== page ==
AIP Foundation
/
Spotlight

Bridging Worlds: Gizem Doğan's Journey from Physics to Policy at Bowdoin College

JUN 13, 2024
Exploring the Convergence of Science and Government: The Inspiring Story of Gizem Doğan's Impact through SPS and Beyond.
Gizem Dogan

Gizem Doğan

SPS in my first year opened all the doors for me. My first serious internship, at Physics Today, started it all. It got me interested in D.C. and science policy and doing some writing. It also introduced me to some great people who were very supportive.

Gizem Doğan’s interest in physics began when she was a high school student in Istanbul, Turkey, and evolved into a passion for science policy as an undergraduate at Bowdoin College in Maine. Gizem plans to graduate in the spring of 2024 with a bachelor’s degree in physics and government and legal studies, with a concentration in international relations.

Gizem credits the Society of Physics Students (SPS), and its internship programs supported by donations to the AIP Foundation, for stoking her interest in public policy. She was a science writing intern for Physics Today magazine (published by SPS’ parent organization, the American Institute of Physics) and, in the summer of 2023, was an SPS Mather Policy Intern at the National Institute of Standards and Technology (NIST). In her junior year, she held an internship in science, energy, and environment policy at the American Enterprise Institute in Washington, D.C. That same year she authored a research paper at American University on optimizing the performance of the national laboratories. She also pursued international affairs and security studies in Berlin, Germany.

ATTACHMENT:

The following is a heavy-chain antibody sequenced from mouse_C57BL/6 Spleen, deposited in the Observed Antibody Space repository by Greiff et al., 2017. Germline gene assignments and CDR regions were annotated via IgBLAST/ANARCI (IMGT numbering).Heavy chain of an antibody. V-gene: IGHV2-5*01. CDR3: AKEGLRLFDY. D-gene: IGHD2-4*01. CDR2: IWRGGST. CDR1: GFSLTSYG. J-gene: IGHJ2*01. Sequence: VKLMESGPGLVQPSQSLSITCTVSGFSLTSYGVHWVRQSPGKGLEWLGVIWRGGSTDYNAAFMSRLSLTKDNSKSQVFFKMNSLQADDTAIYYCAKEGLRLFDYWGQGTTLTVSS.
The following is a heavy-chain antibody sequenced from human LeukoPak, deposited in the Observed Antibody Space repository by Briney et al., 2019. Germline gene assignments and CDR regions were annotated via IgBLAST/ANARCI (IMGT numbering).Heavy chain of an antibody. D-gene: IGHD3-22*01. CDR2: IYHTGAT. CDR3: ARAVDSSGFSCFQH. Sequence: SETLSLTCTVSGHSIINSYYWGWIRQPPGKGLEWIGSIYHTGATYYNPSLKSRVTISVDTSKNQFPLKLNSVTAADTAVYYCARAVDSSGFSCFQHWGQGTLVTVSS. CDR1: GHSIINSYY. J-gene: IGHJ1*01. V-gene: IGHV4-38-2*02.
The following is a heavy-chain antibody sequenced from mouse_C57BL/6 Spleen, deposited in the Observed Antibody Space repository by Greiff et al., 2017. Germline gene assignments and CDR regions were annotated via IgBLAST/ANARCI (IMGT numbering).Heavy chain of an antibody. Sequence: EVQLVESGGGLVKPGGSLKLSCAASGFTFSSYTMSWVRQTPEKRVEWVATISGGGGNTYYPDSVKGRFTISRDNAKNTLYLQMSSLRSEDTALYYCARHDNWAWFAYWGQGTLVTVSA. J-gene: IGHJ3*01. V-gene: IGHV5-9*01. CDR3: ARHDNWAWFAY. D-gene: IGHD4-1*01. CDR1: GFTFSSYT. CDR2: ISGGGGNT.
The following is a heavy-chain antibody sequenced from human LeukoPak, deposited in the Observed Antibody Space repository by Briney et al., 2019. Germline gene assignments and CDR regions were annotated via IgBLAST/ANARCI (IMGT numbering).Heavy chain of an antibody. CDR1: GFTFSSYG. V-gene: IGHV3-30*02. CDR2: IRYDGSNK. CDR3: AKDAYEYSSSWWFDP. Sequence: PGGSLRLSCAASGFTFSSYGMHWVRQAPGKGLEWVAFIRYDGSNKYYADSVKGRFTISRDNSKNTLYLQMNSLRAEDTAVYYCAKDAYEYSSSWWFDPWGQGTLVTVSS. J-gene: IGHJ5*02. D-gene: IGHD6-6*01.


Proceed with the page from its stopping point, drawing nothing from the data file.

We spoke with Gizem a few months before her graduation to talk about the intersection of science and government, the physics of everyday life and the marvels of fluid dynamics. (The following interview has been edited and condensed.)